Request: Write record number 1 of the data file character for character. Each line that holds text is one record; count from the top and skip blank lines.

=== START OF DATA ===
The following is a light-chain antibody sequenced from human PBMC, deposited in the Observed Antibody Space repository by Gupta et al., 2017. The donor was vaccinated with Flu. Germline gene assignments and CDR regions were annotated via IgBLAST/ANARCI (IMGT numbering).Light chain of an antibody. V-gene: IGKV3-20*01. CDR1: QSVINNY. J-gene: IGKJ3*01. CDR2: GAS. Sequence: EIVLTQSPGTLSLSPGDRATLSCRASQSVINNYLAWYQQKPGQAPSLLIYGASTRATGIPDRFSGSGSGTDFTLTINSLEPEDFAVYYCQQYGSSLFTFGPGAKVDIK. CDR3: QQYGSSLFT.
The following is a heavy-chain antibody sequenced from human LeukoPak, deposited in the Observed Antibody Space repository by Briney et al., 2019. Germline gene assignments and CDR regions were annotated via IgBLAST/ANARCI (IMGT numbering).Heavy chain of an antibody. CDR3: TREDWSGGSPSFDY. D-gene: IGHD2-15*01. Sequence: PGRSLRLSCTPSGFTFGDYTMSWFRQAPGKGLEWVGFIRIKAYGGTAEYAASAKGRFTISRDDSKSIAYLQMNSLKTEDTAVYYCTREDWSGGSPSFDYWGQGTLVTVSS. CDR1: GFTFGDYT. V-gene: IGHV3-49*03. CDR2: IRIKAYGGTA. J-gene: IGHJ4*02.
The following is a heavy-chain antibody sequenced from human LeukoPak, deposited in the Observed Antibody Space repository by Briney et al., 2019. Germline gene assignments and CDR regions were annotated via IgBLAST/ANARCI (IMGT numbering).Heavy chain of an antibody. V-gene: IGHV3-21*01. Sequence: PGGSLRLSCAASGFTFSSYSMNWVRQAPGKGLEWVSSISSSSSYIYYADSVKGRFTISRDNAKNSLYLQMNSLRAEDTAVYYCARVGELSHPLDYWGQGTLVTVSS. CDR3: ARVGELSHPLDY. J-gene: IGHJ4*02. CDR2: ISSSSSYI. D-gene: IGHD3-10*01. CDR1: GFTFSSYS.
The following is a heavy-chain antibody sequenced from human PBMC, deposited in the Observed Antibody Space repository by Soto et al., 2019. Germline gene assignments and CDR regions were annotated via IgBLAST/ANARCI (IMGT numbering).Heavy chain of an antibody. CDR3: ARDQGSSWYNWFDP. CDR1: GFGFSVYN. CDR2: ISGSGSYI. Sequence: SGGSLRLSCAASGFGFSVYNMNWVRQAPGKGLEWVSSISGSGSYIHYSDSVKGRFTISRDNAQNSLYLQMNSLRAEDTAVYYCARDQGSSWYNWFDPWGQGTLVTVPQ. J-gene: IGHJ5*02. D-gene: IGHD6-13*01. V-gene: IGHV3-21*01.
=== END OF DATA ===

The following is a light-chain antibody sequenced from human PBMC, deposited in the Observed Antibody Space repository by Gupta et al., 2017. The donor was vaccinated with Flu. Germline gene assignments and CDR regions were annotated via IgBLAST/ANARCI (IMGT numbering).Light chain of an antibody. V-gene: IGKV3-20*01. CDR1: QSVINNY. J-gene: IGKJ3*01. CDR2: GAS. Sequence: EIVLTQSPGTLSLSPGDRATLSCRASQSVINNYLAWYQQKPGQAPSLLIYGASTRATGIPDRFSGSGSGTDFTLTINSLEPEDFAVYYCQQYGSSLFTFGPGAKVDIK. CDR3: QQYGSSLFT.